Financial regulators draft proposals on outsourcing
There is growing concern among some commentators at the impending growth of regulatory scrutiny of outsourcing in the securities industry in the USA and Europe through introduction of additional regulation governing outsourcing. It is important to put these impending regulatory changes in context.
MiFID requires investment firms to ensure they take reasonable steps to avoid undue additional operational risk when relying on third parties for the performance of operational functions. This is targeted, specifically, at functions that are critical for the provision of continuous and satisfactory service to clients and for the performance of investment activities on a continuous and satisfactory basis.
Equally, a firm may not outsource important operational functions in a way that materially impairs the quality of its internal control and the ability of supervisors to monitor the outsourcing firm's compliance with all obligations. Strict and rigorous conditions are imposed on investment firms that wish to outsource "critical" and "important" functions.
Most importantly, outsourcing of investment services and activities should be considered as capable of constituting a material change of the conditions for authorisation of an investment firm and, in consequence, have to be notified to the relevant financial regulator.
The UK Financial Services Regulator, the FSA, is the first of the EU national financial regulators to articulate its concerns and outline how its proposes to address the requirements of MiFID.
"Operational risks posed by outsourcing could present a significant threat to the statutory objective of securing the appropriate degree of protection for customers, maintaining confidence in the financial system and reducing financial crime."
This is essentially in line with its statutory duties under the Financial Services and Markets Act 2000. Financial institutions must monitor and effectively manage and supervise the competence and performance of the outsourced service providers. At the same time there will be "a differential approach" to what are termed critical and important functions and non-critical functions.
The NYSE drafted its proposal on outsourcing, "Due Diligence and Conditions Required in the Use of Service Providers", after concluding that broker-dealers were not adequately supervising the work they outsourced. The regulatory arm of NYSE Group said that "in many instances written procedures, business continuity plans and formal due diligence were lacking".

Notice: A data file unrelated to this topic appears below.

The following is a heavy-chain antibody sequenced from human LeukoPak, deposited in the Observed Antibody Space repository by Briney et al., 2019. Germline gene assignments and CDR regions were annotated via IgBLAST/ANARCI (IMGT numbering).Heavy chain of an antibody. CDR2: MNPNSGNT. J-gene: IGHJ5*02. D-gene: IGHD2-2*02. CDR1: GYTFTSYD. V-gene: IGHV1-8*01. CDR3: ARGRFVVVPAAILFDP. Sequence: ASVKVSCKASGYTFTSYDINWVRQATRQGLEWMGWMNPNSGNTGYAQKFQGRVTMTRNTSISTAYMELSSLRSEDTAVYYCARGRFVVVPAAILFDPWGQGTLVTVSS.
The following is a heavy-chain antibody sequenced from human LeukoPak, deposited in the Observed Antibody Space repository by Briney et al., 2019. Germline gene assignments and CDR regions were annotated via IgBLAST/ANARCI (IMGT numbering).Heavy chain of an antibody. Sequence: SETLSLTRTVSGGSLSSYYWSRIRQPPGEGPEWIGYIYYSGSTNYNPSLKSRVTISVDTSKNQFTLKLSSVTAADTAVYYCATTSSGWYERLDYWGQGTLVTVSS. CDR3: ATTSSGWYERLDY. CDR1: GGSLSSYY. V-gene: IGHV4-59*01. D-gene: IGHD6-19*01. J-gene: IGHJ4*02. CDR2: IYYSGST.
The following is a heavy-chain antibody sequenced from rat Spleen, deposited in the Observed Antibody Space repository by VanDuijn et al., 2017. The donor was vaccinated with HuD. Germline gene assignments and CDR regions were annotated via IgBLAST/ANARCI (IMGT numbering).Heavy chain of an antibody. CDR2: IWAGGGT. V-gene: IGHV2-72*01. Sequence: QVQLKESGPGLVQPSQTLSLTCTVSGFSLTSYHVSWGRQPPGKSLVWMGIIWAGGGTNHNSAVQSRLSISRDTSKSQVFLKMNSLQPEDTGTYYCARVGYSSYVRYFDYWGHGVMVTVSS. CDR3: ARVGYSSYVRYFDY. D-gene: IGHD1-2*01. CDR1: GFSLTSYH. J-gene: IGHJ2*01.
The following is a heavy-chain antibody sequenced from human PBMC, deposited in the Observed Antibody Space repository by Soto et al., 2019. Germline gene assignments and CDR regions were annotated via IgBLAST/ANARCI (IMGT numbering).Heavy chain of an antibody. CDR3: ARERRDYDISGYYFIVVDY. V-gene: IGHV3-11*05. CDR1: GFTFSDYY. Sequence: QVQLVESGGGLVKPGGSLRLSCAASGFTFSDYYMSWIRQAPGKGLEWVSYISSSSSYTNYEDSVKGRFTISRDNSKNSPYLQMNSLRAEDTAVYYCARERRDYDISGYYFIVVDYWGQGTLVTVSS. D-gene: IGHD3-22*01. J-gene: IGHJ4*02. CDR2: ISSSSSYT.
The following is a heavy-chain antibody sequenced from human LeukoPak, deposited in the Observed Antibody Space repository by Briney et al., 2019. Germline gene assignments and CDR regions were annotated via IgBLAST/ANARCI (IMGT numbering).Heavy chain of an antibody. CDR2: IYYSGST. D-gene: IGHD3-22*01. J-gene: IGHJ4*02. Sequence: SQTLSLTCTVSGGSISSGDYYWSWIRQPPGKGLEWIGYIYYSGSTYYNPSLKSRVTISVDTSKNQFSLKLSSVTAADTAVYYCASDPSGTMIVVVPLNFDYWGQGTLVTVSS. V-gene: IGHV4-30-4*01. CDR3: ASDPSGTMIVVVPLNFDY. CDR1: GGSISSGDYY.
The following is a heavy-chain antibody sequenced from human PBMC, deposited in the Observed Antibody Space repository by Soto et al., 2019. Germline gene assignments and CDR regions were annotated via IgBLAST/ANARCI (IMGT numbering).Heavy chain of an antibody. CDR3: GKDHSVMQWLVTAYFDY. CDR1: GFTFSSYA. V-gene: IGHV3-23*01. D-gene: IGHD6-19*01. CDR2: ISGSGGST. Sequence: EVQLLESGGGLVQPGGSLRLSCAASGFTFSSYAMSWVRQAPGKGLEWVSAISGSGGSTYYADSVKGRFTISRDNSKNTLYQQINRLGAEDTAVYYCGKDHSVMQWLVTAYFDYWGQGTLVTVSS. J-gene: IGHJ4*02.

The NYSE proposal also covers issues beyond compliance-functions having to do with "core processes". Customer orders or accounts handling, as well as clearing and settlement of transactions, would come under additional scrutiny. Written notification to the exchange will be required when one of these functions is outsourced, although service providers that are broker-dealers or clearing firms are exempt from this requirement.
When work is sent offshore, exchange members would have to assess the laws and business procedures of the respective countries and how they affect the provider's performance. Firms must supervise ongoing outsourced work. If problems arise, a firm would have two months to either increase supervision of the activity or bring the work inhouse.
Other US regulators have issued statements about outsourcing. The SEC has stated that firms cannot outsource key compliance obligations, while the US NASD (National Association of Securities Dealers) has advised member firms to not outsource compliance, except in cases where the outsourcing vendor is registered-such as an execution provider or custodian.
Interestingly, neither the SEC nor NASD guidelines have any enforcement provisions, while the NYSE proposal will give the exchange the authority to require a member firm to correct any flaws and take action against deficiencies. To bring some consistency to the regulatory regimes in the USA, the SEC and NASD should review their enforcement options.
In both the European and USA (NYSE) regulatory jurisdictions, these changes essentially subject to regulation the processes and procedures which firms should be applying as a matter good operational practice, if not under their corporate governance responsibilities. Where internal policies and procedure fall short of regulatory requirements, the shortfall in oversight and monitoring of outsourcing standards and conditions can probably be addressed by formalising processes and procedures, which occur informally, and designating specific internal corporate responsibilities as well as more rigorous and continuous monitoring of performance.
Perhaps the real crunch comes for firms that have outsourced services to geographic areas where it is very difficult for either the outsourcer or the regulator to evidence adherence to outsourcing conditions and standards. In such circumstances, unless the outsourced activities can be transferred to another operating environment - internal or external - the pragmatic approach would be to insource the activity by acquisition of the resource which provides the service from the outsourcer. In other words, those resources would become employees of the firm.
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